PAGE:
The Wikimedia Foundation Legal Fees Assistance Program

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As a way of recognizing the over 10,000 Wikimedia users in support roles — such as those in community administrator, arbitrator, email response, or project governance functions — the Wikimedia Foundation (WMF) is proposing the Legal Fees Assistance Program. This program represents one way for WMF to show its appreciation for these users who volunteer their time to oversee and administer the Wikimedia projects.
Through this new discretionary program, we hope to help pay the legal defense fees of eligible users in support roles in the unlikely event they are named in a legal action as a result of their work on a project. With the assistance of the WMF Finance Department and the Legal and Community Advocacy Department, we might seek to connect such users with experienced lawyers and help pay for the costs and fees incurred in their legal defense.
Assuming an eligible user meets the criteria identified in the program, at WMF’s discretion, funds from the Legal Fees Assistance Program may pay for the user’s legal defense, and the program can use WMF’s network of experienced lawyers across the globe to find an attorney versed in both the law and the values of the Wikimedia community for the person under attack.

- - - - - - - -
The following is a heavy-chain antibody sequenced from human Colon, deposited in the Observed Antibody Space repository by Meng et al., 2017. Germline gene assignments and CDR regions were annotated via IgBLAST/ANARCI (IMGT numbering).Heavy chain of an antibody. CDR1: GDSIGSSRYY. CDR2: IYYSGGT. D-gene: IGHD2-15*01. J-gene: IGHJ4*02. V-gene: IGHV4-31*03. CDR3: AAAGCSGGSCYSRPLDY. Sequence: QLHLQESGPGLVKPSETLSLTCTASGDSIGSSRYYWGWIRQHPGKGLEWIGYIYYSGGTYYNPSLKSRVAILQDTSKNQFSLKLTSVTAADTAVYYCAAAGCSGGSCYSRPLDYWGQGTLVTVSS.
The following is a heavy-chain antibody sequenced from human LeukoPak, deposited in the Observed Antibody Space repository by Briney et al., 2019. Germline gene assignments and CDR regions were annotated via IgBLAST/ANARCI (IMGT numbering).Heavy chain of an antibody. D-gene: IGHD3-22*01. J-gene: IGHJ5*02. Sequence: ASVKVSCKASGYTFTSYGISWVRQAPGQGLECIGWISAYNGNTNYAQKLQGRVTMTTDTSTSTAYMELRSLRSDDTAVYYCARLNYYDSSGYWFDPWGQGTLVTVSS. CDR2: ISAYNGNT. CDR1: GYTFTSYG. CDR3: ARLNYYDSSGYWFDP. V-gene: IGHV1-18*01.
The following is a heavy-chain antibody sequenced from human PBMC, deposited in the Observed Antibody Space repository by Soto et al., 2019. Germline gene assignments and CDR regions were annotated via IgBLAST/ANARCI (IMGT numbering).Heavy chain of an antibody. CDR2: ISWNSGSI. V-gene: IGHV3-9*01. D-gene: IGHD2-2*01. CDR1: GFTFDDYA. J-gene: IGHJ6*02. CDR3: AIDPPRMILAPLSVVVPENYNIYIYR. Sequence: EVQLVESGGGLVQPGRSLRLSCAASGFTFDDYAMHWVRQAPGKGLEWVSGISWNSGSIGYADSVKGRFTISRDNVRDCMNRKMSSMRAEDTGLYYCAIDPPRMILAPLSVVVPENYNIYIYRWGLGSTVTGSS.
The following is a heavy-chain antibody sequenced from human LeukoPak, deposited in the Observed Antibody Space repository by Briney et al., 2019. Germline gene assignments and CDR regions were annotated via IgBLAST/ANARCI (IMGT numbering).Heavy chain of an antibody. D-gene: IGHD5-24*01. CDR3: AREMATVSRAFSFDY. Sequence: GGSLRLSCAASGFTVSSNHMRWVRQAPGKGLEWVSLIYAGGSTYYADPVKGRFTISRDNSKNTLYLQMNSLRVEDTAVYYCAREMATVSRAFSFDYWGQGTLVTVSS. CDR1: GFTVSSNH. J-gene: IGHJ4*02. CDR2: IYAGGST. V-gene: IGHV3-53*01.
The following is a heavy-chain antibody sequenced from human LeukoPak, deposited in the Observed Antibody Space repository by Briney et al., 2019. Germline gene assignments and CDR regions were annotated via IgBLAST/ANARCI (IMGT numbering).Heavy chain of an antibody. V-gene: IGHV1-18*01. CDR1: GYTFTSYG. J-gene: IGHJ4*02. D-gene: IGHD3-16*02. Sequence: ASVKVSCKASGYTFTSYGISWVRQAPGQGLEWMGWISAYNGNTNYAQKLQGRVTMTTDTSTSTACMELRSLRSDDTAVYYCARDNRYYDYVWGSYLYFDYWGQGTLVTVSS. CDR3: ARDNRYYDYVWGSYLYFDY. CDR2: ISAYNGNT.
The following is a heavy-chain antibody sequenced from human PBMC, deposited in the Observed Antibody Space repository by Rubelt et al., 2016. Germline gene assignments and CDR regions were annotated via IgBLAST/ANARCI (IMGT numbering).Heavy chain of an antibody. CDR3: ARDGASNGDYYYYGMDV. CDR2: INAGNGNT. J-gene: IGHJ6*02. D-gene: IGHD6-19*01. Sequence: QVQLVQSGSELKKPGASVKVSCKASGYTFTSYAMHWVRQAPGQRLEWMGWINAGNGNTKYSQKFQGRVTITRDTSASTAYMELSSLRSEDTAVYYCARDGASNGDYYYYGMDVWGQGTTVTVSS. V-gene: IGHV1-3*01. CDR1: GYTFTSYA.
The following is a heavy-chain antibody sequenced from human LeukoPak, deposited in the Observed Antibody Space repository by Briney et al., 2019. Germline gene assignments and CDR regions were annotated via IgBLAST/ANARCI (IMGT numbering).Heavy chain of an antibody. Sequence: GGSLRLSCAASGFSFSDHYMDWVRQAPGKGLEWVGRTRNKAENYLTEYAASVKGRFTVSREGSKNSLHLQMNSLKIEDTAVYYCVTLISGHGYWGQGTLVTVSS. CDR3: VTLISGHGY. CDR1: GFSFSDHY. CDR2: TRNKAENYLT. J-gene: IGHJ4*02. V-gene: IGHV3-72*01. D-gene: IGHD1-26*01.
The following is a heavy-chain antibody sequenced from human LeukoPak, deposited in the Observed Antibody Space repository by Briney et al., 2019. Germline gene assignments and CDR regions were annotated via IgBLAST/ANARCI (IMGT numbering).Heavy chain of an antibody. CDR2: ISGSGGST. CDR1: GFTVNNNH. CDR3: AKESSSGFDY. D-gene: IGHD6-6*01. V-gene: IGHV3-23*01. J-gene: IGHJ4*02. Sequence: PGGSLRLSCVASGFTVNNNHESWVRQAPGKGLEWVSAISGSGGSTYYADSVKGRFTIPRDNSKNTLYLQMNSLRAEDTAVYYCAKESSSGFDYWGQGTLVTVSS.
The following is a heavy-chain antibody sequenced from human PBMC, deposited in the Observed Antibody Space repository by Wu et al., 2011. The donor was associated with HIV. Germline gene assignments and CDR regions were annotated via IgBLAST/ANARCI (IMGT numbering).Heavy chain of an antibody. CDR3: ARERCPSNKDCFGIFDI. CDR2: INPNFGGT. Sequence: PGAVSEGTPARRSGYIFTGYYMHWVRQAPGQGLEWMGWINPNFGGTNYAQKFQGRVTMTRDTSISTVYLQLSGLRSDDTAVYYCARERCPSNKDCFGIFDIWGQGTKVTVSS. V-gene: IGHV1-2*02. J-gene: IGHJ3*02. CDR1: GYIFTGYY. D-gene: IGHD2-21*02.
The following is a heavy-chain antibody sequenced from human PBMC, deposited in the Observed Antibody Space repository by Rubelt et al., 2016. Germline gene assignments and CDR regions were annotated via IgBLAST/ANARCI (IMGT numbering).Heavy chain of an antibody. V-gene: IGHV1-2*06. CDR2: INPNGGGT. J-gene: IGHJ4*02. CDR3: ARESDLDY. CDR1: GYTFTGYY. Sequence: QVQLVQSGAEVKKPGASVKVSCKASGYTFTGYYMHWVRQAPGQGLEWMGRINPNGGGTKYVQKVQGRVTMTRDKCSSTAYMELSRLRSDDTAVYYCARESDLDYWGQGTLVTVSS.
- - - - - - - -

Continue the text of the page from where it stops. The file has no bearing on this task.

Of course we realize that this program does not reach all of the users who contribute to the content that powers the Wikimedia projects. Even if the Legal Fees Assistance Program can’t cover everyone, we want to continue trying to help editors, photographers, and other contributors facing legal threats on a case by case basis, as described in Defense of Contributors.
While we want this program to help eligible users, the Legal Fees Assistance Program can also have a positive effect on the legal environment in which the Wikimedia movement operates. By helping to pay for legal defense fees and costs, the program could help advance important legal questions relevant to the community as a whole by challenging dangerous and unfounded legal theories, rather than letting them go unanswered.
We think the program is an important step, both for users in support roles and for the greater legal environment. Let us know what you think. Read the policy itself and the FAQ, and share your opinion on the Request for Comment we’ve prepared in 7 languages.
Geoff Brigham, General Counsel

Archive notice: This is an archived post from, which operated under different editorial and content guidelines than Diff.

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